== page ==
ERIC Number: ED543835
Record Type: Non-Journal
Publication Date: 1958
Reference Count: 0
Block-Time Classes and the Core Program in the Junior High School. Bulletin, 1958, No. 6
Wright, Grace S.
Office of Education, US Department of Health, Education, and Welfare
By this study, as by several it has issued in the past few years the Office of Education recognizes the interest of many educators in the core program as a means of achieving some of the objectives of general education at the secondary level. Its first publication, Bulletin 1950, No. 5 entitled "Core Curriculum in Public High Schools," a study of the incidence of the program, was followed in 1952 by a study of problems and practices. A later publication reported upon and analyzed the unpublished research in the field over a 10-year period. Numerous bibliographies have also been made available. The present study directed only at the junior high school grades, combines the purposes of the first two studies. That is, it provides information about the incidence of the program as was done in the Office's first study, and breaks down the programs reported into the same four types spelled out in the 1952 study of problems and practices, thus making it possible the establishment of trends over the past few years. Information contained in this bulletin should be of interest to high school principals, curriculum workers, supervisors, students of core, and research workers who wish to know (1) whether the interest in core and block-time classes as a way of organizing a school's general education program is continuing, and to what degree; (2) in what States it has achieved the greatest acceptance; and (3) to what extent instruction differs in block-time and core classes from that commonly found in single subject classes. Principals filling in the questionnaire were asked to report classes "meeting for a block of time of two or more class periods, combining or replacing two or more subjects that are required of all pupils and would ordinarily be taught separately." Under this definition classes reported need have only the block-time organizational pattern characteristic of core. For this reason the first section of the bulletin reports on "Block-time" rather than "Core." Many principals accept the organizational pattern of core who do not accept, or do not feel that their teachers are ready to use, the content and methods characteristic of the program. They believe that the block of time provides for better articulation with the elementary school than does complete departmentalization. Also they agree that more effective guidance is possible because one teacher with fewer pupils to know has the opportunity to know each of his pupils well. "Inquiry on the Operation of Block-Time (Including Core or Core-Type) Classes in Grades 7-9 of Junior High and 6-Year Secondary Schools" is appended. (Contains 1 figure, 15 footnotes and 13 tables.) [Best copy available has been provided.]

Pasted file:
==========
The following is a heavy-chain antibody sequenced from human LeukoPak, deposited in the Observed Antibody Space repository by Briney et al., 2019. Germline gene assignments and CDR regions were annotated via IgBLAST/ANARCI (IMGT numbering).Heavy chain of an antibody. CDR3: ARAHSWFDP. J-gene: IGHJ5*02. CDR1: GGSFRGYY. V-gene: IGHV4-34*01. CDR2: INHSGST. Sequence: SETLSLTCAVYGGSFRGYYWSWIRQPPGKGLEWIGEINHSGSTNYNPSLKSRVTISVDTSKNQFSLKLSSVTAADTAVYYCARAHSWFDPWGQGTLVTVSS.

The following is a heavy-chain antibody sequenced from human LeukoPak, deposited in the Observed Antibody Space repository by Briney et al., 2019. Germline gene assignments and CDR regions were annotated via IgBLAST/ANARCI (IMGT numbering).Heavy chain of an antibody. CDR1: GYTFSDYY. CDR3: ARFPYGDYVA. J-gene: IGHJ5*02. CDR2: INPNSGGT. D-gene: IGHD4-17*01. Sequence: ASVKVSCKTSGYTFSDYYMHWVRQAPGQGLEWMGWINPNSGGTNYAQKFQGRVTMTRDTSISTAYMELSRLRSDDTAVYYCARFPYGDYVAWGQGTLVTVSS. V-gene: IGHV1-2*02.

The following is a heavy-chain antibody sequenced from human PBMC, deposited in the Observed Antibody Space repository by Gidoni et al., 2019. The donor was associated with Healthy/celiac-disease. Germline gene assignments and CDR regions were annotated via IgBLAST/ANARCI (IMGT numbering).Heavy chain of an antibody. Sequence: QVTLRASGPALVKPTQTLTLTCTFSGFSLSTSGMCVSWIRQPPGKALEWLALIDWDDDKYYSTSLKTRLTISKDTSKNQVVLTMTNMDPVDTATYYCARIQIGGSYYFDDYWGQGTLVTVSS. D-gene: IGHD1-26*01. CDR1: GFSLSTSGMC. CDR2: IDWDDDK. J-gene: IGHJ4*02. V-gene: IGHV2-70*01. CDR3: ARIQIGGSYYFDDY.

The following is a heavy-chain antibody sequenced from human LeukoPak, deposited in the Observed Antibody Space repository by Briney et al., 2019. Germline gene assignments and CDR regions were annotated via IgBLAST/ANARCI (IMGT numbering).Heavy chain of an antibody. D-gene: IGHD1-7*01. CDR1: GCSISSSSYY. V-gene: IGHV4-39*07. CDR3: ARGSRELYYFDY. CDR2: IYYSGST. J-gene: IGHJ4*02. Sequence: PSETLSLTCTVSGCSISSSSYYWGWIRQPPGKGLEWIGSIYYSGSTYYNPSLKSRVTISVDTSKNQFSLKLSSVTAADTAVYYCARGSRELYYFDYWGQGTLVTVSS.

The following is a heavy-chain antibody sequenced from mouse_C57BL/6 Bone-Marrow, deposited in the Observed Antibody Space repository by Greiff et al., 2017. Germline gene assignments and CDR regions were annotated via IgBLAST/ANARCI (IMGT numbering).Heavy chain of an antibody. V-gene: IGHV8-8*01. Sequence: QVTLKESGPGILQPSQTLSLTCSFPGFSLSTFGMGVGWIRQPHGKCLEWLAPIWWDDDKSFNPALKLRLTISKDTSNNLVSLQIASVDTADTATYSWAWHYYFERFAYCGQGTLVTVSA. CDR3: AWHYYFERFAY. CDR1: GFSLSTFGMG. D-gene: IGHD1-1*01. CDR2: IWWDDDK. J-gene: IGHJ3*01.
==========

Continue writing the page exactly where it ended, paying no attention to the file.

Descriptors: General Education, Articulation (Education), Incidence, Educational Change, Core Curriculum, Block Scheduling, Junior High Schools, Educational Objectives, Educational Practices, Educational Trends, Trend Analysis, Principals, Administrator Attitudes, Questionnaires
Office of Education, US Department of Health, Education, and Welfare.
Publication Type: Historical Materials; Reports - Research; Tests/Questionnaires
Education Level: Junior High Schools
Audience: Students; Administrators; Researchers
Authoring Institution: US Department of Health, Education, and Welfare, Office of Education (ED)